There are so many ways to define potential customers…
If you want to take control of your ineffective sales and marketing efforts, understanding your buyers is an important first step. But when you research the topic online, you’ll find dozens of different ways of defining potential customers and doing customer analysis.
Target audience… customer profile… ideal client… customer persona… buyer persona… what does it all mean?
Every marketing expert has their own definitions and explanations for the differences between these terms (and lots of others that all sound the same). It’s no wonder you’re confused.
The truth is, it doesn’t matter what you call it. In this article, we’ll tell you exactly what you need to do to understand who you’re selling to and how to engage them.
But first, let’s take a moment to look at why it’s so important to have a deep level of knowledge about your customers and potential customers.
Why is it so important to understand your buyers?
You probably already know that old-school sales and marketing methods just aren’t effective anymore. Buyers are doing their own research and are far into the purchase process before they want to speak to a sales rep.
To engage buyers, you need to be where they are: on the Internet and social media. And you need to publish content that answers their questions and helps solve their problems.
That’s why you need a deep understanding of your buyers. Otherwise, you don’t know what questions and problems they have at each stage of their purchase process. You don’t know what the purchase process looks like, or who is involved, or what resources your buyers trust to help them make decisions.
If you think you already know your buyers, try asking your sales reps to describe the buyer’s journey. You’ll probably be surprised to find that they have little insight into the buying and decision-making process.
Without this information, it’s impossible to create content that engages buyers and attracts them to your website.
So, how should you begin getting to know your buyers?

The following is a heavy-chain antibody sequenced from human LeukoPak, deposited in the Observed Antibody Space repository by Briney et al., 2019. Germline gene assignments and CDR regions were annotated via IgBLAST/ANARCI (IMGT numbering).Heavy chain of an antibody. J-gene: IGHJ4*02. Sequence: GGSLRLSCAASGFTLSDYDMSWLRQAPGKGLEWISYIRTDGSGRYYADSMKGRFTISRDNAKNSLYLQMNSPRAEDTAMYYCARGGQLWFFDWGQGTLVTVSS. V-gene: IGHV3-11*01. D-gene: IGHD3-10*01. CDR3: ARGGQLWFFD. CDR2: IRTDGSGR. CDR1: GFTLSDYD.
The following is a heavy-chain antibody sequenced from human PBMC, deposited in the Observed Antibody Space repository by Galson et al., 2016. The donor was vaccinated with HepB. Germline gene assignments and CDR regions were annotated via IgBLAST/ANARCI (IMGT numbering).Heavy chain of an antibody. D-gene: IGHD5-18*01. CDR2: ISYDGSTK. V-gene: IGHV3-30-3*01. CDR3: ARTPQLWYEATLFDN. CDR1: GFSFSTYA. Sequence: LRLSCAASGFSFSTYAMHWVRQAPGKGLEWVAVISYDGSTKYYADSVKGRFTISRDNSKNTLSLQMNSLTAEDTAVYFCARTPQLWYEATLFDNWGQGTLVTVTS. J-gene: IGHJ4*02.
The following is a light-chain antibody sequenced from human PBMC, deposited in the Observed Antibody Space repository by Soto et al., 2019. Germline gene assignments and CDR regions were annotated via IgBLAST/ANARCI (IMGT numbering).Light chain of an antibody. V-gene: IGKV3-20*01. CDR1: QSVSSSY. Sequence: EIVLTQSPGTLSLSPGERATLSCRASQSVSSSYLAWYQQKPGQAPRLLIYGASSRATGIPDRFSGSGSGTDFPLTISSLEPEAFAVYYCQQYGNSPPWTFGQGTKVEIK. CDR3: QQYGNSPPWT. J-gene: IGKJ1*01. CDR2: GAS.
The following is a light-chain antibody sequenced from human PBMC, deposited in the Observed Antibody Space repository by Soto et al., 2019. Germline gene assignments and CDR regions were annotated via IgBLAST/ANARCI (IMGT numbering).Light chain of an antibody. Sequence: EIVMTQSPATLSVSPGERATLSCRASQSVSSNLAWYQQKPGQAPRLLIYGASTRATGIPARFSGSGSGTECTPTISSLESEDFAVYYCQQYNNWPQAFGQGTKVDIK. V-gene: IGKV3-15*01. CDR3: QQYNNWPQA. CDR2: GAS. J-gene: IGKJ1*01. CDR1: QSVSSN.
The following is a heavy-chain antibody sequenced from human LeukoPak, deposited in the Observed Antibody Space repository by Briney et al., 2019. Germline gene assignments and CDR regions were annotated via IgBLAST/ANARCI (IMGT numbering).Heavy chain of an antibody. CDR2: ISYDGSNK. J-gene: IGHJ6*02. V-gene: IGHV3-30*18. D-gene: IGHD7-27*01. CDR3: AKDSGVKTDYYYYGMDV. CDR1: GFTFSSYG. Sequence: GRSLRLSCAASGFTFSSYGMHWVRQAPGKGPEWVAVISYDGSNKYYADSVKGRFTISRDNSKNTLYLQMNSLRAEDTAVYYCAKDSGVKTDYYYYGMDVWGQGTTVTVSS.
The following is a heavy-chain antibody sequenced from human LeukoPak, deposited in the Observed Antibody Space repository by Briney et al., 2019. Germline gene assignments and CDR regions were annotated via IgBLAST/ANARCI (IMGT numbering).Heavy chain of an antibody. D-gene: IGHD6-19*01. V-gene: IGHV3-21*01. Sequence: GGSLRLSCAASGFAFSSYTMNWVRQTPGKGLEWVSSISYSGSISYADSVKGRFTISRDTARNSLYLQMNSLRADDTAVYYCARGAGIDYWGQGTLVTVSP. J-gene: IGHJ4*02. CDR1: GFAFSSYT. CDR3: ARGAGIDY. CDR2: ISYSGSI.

Defining B2B target market segments
Who wants & needs what you sell?
The logical place to start is by defining the main “buckets” that categorize your current customers. For B2B sales, this is a way to start nailing down the types of organizations that want and need what you sell.
We’re talking big picture here. For example, one of our clients is a NYC office technology dealer. Their segments include:
- SMBs with offices
- Print shop businesses
- Organizations with internal print departments and mailrooms
How can you categorize your customer base at a high level? These are your target market segments. (Again, if you want to use a different label, feel free.)
Building a B2B ideal customer profile
Who do you want to sell to?
Next, you want to build a customer profile based on your IDEAL customer.
For most B2B sellers, this is the type of business that brings in the most revenue and profit. However, you may also want to include other factors in your ideal customer profile, such as the level of ongoing support they require, or if they tend to become evangelists for your brand.
Looking again at our office technology dealer as an example, their ideal customers include:
- Law firms
- Non profit organizations
- Financial services companies
- Healthcare providers
Why are they ideal clients? In this case, because these customers do a lot of printing, which generates more ongoing equipment sales and service revenue for the dealer.
There may be customers who want what you sell, but for some reason they aren’t the customers you want. They may be looking for a rock bottom price, or they cost too much to support, or whatever makes them a not-so-ideal customer.
The point is, make sure you consider all the aspects of the sale and your relationship that matter to you when you define your ideal customer.
That’s why trying to use an ideal customer profile template probably won’t be useful. Because what is important to somebody else may not be what is important to you.
How you define your ideal customer profile comes down to: what types of customers do you want most? And why?
Developing buyer personas
Who are the PEOPLE who buy from you?
Now that you have defined the types of businesses that are most important to you, it’s time to dig in and learn important information about the people at those companies who want and need what you sell.